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Elisabeth Gifford: Secrets Of The Sea House (Corvus)

A strikingly assured debut novel, Secrets of the Sea House could be mistaken for the work of a much more experienced author, taking the popular structure of dual ­narratives and weaving them together with intelligence and a great sense of balance.

In 1992, Ruth and her husband buy a dilapidated house on Harris, ­intending to turn it into a guest house. They uncover a chest under some ­floorboards which holds the remains of a baby, its legs fused together almost like a mermaid's tail.

For personal reasons, Ruth feels compelled to investigate further. She never knew who her father was, and her mother drowned many years ago, after which Ruth passed through a succession of foster families and ­children's homes. Was her mother, she wonders, a selkie? Did she drown because some ancestral urge compelled her to return to the sea?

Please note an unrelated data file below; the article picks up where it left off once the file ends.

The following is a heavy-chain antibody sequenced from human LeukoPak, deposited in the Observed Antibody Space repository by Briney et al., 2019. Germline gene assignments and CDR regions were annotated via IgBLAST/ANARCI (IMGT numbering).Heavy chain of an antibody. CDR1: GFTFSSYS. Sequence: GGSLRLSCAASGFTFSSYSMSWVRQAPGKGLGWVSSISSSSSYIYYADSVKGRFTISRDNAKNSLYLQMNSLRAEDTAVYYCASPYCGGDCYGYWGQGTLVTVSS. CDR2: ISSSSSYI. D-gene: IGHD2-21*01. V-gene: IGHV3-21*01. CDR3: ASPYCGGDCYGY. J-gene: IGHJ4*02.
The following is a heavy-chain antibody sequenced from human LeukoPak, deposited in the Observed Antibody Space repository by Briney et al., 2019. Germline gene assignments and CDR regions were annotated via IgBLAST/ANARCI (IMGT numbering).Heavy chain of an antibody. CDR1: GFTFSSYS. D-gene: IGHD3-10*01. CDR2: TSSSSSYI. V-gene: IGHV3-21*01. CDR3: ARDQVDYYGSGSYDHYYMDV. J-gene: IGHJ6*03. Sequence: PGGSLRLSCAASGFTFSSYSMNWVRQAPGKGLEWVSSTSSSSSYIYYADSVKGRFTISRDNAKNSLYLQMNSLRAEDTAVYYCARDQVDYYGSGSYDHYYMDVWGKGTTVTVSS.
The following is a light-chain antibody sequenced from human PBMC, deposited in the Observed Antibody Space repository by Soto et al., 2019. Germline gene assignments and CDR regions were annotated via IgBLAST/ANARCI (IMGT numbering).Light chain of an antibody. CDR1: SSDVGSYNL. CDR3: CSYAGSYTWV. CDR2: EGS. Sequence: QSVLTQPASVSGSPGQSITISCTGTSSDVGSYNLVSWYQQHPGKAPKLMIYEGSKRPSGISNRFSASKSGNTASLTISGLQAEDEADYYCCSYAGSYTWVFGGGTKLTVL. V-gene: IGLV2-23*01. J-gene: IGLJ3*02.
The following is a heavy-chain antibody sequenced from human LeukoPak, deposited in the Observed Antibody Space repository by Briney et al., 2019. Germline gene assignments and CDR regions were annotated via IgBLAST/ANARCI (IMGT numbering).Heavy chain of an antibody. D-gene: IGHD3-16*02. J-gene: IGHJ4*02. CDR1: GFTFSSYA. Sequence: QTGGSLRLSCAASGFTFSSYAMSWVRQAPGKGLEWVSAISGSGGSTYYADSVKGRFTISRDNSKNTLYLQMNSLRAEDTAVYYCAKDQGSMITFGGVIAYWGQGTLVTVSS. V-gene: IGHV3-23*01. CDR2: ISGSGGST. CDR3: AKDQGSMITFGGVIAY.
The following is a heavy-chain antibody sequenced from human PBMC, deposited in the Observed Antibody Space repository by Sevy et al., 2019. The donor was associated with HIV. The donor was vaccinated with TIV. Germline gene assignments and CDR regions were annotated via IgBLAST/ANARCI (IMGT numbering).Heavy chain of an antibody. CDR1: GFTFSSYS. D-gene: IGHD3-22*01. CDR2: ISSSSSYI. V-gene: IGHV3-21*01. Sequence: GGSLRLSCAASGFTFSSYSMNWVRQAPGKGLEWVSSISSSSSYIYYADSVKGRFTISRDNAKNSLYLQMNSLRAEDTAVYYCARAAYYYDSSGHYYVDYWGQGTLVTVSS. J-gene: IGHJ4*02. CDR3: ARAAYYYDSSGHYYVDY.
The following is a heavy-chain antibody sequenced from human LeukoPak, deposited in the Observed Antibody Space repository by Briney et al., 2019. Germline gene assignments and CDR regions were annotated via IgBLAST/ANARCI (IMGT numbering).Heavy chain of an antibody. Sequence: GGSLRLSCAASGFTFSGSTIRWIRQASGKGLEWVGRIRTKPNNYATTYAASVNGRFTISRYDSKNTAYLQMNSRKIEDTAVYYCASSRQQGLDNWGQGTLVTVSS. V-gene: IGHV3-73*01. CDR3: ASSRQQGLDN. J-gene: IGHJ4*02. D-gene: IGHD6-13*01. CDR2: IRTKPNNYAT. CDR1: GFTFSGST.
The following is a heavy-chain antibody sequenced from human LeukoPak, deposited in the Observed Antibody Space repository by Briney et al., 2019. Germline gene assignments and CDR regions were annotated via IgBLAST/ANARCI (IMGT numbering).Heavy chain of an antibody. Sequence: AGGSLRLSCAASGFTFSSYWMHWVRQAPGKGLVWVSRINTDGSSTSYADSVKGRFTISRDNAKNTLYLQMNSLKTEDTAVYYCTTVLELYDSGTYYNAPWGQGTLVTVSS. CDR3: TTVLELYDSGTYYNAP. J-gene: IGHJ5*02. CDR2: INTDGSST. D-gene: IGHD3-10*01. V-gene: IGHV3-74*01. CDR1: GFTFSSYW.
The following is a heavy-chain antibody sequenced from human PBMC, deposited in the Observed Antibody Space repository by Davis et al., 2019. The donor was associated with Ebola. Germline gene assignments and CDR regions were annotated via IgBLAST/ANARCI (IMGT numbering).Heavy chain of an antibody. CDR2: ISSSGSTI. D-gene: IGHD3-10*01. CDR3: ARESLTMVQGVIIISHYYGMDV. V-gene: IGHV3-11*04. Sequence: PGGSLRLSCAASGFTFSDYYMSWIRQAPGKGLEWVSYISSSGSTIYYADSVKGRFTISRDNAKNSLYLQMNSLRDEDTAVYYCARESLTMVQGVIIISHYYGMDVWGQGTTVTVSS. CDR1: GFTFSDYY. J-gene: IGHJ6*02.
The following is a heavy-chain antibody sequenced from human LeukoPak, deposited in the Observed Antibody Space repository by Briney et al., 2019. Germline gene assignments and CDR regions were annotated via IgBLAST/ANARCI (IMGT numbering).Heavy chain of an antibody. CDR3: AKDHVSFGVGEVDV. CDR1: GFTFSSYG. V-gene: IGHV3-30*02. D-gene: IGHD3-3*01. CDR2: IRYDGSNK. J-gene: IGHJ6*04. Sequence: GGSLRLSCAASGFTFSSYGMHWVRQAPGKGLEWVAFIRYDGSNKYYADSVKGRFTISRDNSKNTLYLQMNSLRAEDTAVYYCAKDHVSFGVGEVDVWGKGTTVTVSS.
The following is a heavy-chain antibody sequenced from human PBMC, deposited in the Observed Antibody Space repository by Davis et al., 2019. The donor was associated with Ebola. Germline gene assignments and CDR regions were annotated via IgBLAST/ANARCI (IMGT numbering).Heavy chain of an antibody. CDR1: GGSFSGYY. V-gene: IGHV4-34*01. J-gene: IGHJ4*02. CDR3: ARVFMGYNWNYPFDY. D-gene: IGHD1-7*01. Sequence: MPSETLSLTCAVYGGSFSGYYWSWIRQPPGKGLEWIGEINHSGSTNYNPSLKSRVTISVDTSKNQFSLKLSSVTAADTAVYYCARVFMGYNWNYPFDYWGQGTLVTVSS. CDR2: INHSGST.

Back in 1860, the Reverend ­Alexander Ferguson is also wrestling with the mystery of selkies, from a different direction. Despite being a man of the cloth, he is taken with Darwin's theories, and wants to find evidence of land-dwelling humans who returned to the sea. He faces setbacks in the form of the laird's daughter, who takes a shine to him, and his inexperience in dealing with local politics.

There's a third narrator too: Moira, his maid, a native of the island, who has seen the landlord's men destroy her people's villages and force them to migrate in the name of profit. With both rage against the laird and love for Ferguson simmering inside her, Moira understands the island in a way the Reverend can't until it's too late.

All the narrators are such ­intriguing characters any one of them could be considered the lead. But Ruth's ­situation, and her fear of what her investigations might dredge up, is ­critical to the way Gifford reels us in: by building up the atmosphere as though it were a ghost story, she's got us hooked by the point we realise this is a different, more psychologically driven tale. The enchantment this novel casts on the reader, though, is very real.

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